A $510 million project that called for the replacement of both steam generators and the pressure head at Waterford 3 this year has been delayed until the fall of 2012, according to Entergy spokesman Carl Rhode.
The project has been in the works for more than four years and will allow for an extension of the operating life of the nuclear plant in Killona for another 20 years when completed.
The reason for the delay is due to a fabrication issue with the replacement steam generators at the company in Spain that is assembling them, Rhode said. Now, Entergy will schedule the project in conjunction with its refuel next year.
Entergy usually refuels 30 percent of Waterford’s fuel every 18 months, and recently finished its seventeenth refuel during the spring. While the two replacement generators from Spain are not complete, the pressure head, which was built in South Korea, has arrived at Waterford and is in storage, Rhode said.
When the outage gets underway next year, Entergy is planning to hire 2,400 temporary workers. Of those, 500 will be local craftsmen like carpenters, pipefitters and iron workers. Entergy will coordinate this influx of workers with the St. Charles Parish Sheriff’s Office and the Department of Transportation and Development to make sure the extra traffic will be handled as efficiently as possible.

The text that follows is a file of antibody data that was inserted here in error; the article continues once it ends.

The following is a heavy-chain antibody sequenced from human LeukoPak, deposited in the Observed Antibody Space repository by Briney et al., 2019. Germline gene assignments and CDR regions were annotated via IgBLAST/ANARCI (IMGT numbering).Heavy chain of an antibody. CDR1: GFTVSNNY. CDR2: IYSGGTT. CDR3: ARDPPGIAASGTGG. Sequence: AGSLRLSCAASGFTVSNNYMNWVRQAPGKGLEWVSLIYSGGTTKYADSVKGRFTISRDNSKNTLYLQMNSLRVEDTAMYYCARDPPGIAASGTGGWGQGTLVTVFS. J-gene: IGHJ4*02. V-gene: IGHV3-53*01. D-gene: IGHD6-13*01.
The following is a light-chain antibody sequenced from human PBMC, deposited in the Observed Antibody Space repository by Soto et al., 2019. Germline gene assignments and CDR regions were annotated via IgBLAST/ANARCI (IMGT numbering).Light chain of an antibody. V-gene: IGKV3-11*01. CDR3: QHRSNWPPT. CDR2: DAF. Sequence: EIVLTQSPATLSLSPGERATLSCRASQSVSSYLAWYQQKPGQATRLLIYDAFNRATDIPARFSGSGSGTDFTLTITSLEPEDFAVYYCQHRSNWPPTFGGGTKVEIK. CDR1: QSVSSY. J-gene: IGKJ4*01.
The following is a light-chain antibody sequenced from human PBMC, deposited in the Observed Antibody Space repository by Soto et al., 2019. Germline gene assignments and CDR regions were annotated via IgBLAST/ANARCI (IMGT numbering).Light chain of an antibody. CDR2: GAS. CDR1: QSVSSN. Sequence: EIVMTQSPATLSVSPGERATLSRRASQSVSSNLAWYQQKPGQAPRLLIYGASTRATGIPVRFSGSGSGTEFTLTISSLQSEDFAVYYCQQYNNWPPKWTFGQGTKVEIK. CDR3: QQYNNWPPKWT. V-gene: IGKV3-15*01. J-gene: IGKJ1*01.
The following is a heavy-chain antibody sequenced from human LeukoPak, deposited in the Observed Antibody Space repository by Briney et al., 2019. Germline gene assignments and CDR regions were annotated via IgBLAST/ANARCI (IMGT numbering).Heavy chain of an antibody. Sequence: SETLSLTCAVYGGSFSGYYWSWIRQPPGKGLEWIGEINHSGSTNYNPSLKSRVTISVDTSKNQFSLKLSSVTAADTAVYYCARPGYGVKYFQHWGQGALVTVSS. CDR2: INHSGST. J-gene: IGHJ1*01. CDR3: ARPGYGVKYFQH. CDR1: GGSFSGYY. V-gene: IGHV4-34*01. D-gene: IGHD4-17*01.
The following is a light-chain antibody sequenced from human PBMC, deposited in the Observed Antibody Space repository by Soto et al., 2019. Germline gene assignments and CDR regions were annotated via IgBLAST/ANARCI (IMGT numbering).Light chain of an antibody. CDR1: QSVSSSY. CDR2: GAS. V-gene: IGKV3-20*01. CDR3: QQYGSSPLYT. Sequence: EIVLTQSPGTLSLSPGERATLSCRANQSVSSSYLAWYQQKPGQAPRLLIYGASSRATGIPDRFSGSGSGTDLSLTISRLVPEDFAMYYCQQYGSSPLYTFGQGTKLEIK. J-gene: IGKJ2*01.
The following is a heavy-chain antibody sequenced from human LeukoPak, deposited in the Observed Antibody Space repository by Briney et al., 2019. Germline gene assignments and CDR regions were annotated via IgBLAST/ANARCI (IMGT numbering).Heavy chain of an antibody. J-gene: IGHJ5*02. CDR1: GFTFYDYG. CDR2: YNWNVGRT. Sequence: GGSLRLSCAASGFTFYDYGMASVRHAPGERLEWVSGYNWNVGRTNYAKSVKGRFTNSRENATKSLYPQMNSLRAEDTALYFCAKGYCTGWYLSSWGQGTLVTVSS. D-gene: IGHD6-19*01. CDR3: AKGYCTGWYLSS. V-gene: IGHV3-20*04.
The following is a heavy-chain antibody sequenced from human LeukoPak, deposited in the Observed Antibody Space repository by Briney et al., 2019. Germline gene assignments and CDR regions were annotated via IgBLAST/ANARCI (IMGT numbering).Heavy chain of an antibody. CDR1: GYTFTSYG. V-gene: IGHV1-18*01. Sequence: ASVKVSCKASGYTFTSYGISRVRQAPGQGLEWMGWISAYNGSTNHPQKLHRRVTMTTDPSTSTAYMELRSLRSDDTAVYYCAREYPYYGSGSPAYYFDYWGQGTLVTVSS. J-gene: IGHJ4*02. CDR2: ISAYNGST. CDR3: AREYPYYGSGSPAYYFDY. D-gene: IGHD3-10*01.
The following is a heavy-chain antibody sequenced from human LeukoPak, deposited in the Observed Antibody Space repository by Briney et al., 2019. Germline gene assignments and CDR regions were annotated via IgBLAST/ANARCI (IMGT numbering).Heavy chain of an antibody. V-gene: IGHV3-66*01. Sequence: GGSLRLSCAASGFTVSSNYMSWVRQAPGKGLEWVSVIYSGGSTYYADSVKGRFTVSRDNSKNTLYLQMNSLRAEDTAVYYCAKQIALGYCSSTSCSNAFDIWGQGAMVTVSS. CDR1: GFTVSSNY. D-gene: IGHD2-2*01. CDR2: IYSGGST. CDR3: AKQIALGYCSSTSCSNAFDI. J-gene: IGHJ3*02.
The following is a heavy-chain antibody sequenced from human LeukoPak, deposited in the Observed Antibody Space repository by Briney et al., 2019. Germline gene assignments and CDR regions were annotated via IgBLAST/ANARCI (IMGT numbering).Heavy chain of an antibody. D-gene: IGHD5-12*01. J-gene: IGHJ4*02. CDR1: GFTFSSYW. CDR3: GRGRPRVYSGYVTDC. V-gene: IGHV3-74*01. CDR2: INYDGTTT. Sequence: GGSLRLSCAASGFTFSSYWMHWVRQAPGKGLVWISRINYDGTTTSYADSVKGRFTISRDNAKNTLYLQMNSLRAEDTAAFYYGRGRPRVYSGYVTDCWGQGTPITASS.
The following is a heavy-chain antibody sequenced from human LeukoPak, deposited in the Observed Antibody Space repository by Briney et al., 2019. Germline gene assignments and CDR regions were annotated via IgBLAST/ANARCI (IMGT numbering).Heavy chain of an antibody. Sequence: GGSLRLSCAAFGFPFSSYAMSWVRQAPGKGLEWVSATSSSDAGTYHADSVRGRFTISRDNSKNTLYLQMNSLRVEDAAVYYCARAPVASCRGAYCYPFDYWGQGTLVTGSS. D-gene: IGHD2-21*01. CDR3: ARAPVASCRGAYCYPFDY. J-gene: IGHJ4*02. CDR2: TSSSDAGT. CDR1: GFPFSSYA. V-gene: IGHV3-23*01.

Rhode said workers used by Entergy during outages are often recruited through local union halls.
Waterford 3 currently has more than 600 employees, so the company has already built additional parking lots to house the extra workers. Entergy was also constructing a haul path from the facility to the river so that materials could be more easily transported, but construction was stopped.
“The path over the levee mostly returned to its normal state and we will lay the mats out again before the expected arrival of the steam generators in 2012,” Rhode said.
During summer months, when energy demands are the highest in south Louisiana, Waterford focuses attention on work scheduling and preventive steps to ensure reliability during the hottest part of the year.
“We have an extensive list of more than 90 actions deliberately timed to assure optimal plant performance during the summer period,” said Bert Buford, equipment reliability coordinator at Waterford 3. “Through these actions, we’re assuring reliability and stabilizing costs for Louisiana residents.”
With the high electrical demand that the summer causes, operating margins for grid stability are reduced and the market price for electricity rises sharply.
Actions taken include installing temporary air conditioning units to cool sensitive equipment, using divers to clean the intake structure on the Mississippi River and having plant engineers, operators and maintenance technicians perform inspections to identify potential summer threats.